As much as the playing shimmered with virtuosity, there was also a coy, amateurish side to the band, which was endearing to fans and annoying to everyone else. Their ramshackle approach, particularly on stage, was a real part of the band’s charm and what made them one man’s meat… It is nature’s roller coaster ride. It’s green before its time, haunting and plaintiff, spiritual and uplifting, funny and sad, baffling and informed, and it should be in everyone’s record collection.


Side One:

  1. Job’s Tears
  2. Puppies
  3. Beyond the See
  4. The Yellow Snake
  5. Log Cabin Home in the Sky

Side Two:

  1. You Get Brighter
  2. The Half-Remarkable Question
  3. Air
  4. Ducks on a Pond

Side Three:

  1. Maya
  2. Greatest Friend
  3. The Son of Noah’s Brother
  4. Lordly Nightshade
  5. The Mountain of God

Side Four:

  1. Cousin Caterpillar
  2. The Iron Stone
  3. Douglas Traherne Harding
  4. The Circle is Unbroken


Guilty Pleasure: The Incredible String Band – Wee Tam and the Big Huge

November 1 – George Harrison Steps Out

George Harrison – Wonderwall Music

In the world of film scores, some rather clearly need to be heard while watching the film in order to appreciate them.  Some are enjoyable regardless of the context in which they’re being listened to.  One such example for me is the Eurythmics soundtrack to the film 1984.  I also find the soundtracks to Wes Anderson’s films to be eclectic and enjoyable.  But a case where I can see how it could go either way for the listener is George Harrison’s score to the Joe Massot movie Wonderwall, titled Wonderwall Music, released this day 50 years ago.  It was the first solo album by a member of the Beatles, and the first recording released on their Apple label.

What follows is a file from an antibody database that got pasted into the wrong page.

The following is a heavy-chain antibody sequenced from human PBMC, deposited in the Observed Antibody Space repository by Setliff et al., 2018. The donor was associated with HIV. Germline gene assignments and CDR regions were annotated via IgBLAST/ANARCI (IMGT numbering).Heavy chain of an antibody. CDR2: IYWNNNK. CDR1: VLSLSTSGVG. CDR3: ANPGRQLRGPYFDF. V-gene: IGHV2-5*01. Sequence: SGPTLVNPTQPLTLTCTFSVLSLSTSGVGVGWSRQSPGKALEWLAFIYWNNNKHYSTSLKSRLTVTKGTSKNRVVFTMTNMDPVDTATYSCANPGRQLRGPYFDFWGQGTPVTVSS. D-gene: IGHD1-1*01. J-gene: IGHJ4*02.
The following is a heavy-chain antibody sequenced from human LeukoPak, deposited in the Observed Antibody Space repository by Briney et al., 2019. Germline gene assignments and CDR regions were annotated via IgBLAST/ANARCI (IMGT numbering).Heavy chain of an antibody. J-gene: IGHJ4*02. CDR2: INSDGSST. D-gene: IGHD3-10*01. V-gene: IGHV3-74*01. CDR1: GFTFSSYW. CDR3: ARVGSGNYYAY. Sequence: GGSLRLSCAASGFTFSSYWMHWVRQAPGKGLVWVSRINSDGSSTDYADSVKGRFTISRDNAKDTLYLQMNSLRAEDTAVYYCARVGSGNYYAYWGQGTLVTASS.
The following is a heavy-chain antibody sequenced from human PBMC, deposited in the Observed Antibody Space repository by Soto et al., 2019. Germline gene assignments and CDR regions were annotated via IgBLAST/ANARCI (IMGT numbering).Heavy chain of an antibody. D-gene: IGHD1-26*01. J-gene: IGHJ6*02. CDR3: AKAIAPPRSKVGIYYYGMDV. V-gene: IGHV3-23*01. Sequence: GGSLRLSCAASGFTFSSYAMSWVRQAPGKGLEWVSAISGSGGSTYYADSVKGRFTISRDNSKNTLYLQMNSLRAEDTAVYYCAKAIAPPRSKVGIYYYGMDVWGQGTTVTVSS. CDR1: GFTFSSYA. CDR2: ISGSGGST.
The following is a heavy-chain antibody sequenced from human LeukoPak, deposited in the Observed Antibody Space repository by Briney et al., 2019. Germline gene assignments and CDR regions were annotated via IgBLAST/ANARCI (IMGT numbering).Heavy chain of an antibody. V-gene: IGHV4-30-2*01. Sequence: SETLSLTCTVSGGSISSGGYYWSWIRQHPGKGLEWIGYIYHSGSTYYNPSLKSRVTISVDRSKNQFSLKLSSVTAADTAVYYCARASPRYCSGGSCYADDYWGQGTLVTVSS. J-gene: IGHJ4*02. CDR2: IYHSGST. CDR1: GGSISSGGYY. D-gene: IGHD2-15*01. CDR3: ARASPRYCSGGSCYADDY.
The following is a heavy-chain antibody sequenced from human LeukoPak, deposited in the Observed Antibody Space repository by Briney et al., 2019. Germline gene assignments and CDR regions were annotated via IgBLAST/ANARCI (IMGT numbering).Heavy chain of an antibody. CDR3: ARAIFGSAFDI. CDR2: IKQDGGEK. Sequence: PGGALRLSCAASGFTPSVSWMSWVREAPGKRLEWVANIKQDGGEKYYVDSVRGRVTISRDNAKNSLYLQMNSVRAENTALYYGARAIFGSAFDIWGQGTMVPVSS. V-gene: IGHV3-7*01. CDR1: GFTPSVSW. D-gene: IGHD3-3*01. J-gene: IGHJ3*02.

Harrison viewed Massot’s work, a movie full of psychedelic pop art (with sets created by the Fool) and dream sequences starring Jane Birkin and Jack MacGowran, at Twickenham Studios.  He took notes on the timing of its scenes, and then composed the music to fit accordingly.  That music would include Hindustani classical, psychedelic rock, cowboy western movie theme music, and even Ragtime.  The film itself is a metaphor for the generation gap as experienced in Swinging London, and Harrison saw it as an opportunity to examine through his compositions the gap between the West and the East, between materialism and spirituality.  As described by AllMusic’s Richard S. Ginell, the album was “a minor eruption of the pent-up energies of George Harrison.”

Jane Birkin   
Jack MacGowran


Harrison, who along with the other three Beatles was experiencing newfound creative independence after the death of manager Brian Epstein in late August of 1967, was given full artistic control by Massot.  He composed the music on piano and organ, and played guitar on much of the album, though on the original release he was only credited as producer, writer, and arranger.  He also collaborated with top Indian musicians as well as classical pianist and arranger, John Barham, a fellow classical Indian music enthusiast.

Harrison wanted to expand upon the Indian instrumentation that he’d utilized with the Beatles already.  In addition to the sitar and tabla, he now employed the oboe-like shehnai, the sarod, and the hammered dulcimer-like santoor, among others.  The Western tracks utilized tape loops, backward guitar sound, and wah-wah effects in addition to the more straight forward instrumentation.


Some of both the Western and Indian portions were recorded in London at EMI and De Lane Lea Studios from November ’67 to January ’68.  These sessions included Liverpool band the Remo Four, as well as Ringo and Eric Clapton (credited under the pseudonym “Eddie Clayton”).  Peter Tork played banjo on a track which was not included on the soundtrack.